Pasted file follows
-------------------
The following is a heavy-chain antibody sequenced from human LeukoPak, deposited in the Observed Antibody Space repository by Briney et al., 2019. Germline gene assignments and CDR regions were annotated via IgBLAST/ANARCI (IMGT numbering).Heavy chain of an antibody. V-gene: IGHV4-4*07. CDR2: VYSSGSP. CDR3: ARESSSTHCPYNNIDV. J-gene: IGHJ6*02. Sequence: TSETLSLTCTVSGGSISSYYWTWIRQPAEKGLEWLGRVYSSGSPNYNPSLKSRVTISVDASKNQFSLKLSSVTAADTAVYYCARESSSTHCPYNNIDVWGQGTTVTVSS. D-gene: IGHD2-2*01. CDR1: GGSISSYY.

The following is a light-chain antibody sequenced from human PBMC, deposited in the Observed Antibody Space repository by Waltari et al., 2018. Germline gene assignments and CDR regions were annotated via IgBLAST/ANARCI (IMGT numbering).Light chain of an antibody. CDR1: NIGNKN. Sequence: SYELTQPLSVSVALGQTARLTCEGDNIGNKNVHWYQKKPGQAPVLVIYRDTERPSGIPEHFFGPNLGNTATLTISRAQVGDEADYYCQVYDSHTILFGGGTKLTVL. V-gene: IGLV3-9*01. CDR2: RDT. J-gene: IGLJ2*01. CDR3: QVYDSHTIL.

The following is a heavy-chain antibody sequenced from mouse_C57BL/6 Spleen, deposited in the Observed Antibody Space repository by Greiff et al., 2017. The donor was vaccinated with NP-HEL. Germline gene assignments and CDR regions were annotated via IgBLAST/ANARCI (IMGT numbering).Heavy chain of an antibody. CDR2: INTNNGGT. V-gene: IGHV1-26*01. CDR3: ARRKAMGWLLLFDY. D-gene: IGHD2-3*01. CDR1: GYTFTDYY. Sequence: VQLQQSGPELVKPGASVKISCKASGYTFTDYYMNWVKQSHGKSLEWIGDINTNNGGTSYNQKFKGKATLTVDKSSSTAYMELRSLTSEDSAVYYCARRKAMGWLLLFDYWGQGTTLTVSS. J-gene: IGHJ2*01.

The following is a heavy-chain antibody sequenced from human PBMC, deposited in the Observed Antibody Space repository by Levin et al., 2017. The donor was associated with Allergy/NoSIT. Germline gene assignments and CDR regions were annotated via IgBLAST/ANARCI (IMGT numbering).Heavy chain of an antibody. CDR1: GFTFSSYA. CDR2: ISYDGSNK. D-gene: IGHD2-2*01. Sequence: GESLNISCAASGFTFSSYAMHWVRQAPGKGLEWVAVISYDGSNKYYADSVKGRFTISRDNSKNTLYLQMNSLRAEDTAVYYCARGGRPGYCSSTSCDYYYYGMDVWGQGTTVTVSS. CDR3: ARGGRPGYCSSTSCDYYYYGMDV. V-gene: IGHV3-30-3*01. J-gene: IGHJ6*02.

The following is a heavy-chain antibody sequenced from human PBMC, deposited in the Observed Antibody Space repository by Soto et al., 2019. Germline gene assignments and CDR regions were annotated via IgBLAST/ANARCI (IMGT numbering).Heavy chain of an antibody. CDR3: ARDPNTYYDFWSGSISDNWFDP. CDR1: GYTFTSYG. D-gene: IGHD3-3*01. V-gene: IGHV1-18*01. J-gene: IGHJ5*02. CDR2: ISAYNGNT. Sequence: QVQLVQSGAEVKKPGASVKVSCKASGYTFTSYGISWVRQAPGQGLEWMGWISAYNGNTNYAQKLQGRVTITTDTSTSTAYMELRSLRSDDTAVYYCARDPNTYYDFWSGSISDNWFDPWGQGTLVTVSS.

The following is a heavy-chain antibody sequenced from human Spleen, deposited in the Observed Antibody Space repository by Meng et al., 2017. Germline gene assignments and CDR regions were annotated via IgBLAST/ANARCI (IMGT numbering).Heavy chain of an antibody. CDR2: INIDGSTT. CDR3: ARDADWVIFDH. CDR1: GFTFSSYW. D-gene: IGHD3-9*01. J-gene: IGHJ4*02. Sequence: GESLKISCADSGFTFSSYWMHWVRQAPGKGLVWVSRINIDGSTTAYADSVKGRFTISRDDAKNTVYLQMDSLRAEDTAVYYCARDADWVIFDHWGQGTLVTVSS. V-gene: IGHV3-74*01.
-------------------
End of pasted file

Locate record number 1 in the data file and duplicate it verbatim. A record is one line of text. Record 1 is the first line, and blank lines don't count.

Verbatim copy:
The following is a heavy-chain antibody sequenced from human LeukoPak, deposited in the Observed Antibody Space repository by Briney et al., 2019. Germline gene assignments and CDR regions were annotated via IgBLAST/ANARCI (IMGT numbering).Heavy chain of an antibody. V-gene: IGHV4-4*07. CDR2: VYSSGSP. CDR3: ARESSSTHCPYNNIDV. J-gene: IGHJ6*02. Sequence: TSETLSLTCTVSGGSISSYYWTWIRQPAEKGLEWLGRVYSSGSPNYNPSLKSRVTISVDASKNQFSLKLSSVTAADTAVYYCARESSSTHCPYNNIDVWGQGTTVTVSS. D-gene: IGHD2-2*01. CDR1: GGSISSYY.